MINNEAPOLIS (AP) — A few key things worth knowing about Minnesota’s primary election Tuesday:
EXPECT ELBOW ROOM
The August primary is a change that began two years ago, when lawmakers moved the election earlier from its traditional post-Labor Day date to give military and overseas voters more time to vote. But in the midst of summer vacation season, that almost surely means little to no lines at most polling places. Secretary of State Mark Ritchie predicts turnout slightly less than 15 percent statewide, with gusts higher in the hotly contested U.S. House races in the 8th District and 1st District. Voter turnout two years ago was 15.5 percent, and that was with a close Democratic primary in the governor’s race.
NAILBITER UP NORTH
The night’s most closely watched race will be in northern Minnesota’s 8th District, where Democrats badly want to reclaim the seat Jim Oberstar lost in 2010. They want it so badly, in fact, that three of them — Tarryl Clark, Rick Nolan and Jeff Anderson — contested the primary even after the party endorsed Nolan. Each is eager for a November date with GOP Rep. Chip Cravaack, who has to prove he’s not a one-term wonder in a swath of the state that leans left. The seat is seen nationally as a top pick-up chance for Democrats.
THE LEGISLATURE WILL GET A MAKEOVER
Forty legislative districts have primaries, part of the regular upheaval when political districts are redrawn every 10 years and many lawmakers opt to retire rather than slog through a tougher re-election bid. No matter who wins this fall, almost a fourth of next year’s Legislature will be newbies. A few of Tuesday’s races could offer clues to the electorate’s mood come November, too. Among the most closely watched primaries are three involving Republican incumbents — Rep. Steve Smith, Rep. Connie Doepke and Sen. Julianne Ortman — who face challenges from the right as they try to hold their seats or, in Doepke’s case, move up to the Senate.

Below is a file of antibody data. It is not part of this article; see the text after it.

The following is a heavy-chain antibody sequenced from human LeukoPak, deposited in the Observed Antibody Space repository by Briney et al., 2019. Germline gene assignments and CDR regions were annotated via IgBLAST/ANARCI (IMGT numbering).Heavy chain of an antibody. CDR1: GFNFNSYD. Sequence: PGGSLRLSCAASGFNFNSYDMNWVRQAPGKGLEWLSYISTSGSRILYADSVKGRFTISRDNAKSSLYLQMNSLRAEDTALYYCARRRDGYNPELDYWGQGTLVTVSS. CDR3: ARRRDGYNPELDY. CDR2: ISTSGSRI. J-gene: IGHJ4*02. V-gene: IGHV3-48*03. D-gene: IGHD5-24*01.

FOR SENATE DRAMA, WAIT FOR NOVEMBER
Sen. Amy Klobuchar has some primary challengers as she seeks a second term, but none that is expected to make the Democrat break much of a sweat. On the Republican side, state Rep. Kurt Bills has the party’s backing against a couple of opponents and is expected to advance. If he does, he’ll have to contend with Klobuchar’s huge advantages in name recognition and money.
IN BROOKLYN PARK, RUN HARD AND REST LATER
One lucky Democratic candidate in Brooklyn Park is guaranteed a seat in the state Senate with a victory Tuesday. With no Republican filing for the office, Sen. Chris Eaton and Timothy Davis Sr. can start measuring for drapes if they win. Eaton won a special election in 2011 to finish the term of the late Sen. Linda Scheid, while Davis ran unsuccessfully for Brooklyn Park mayor two years ago.
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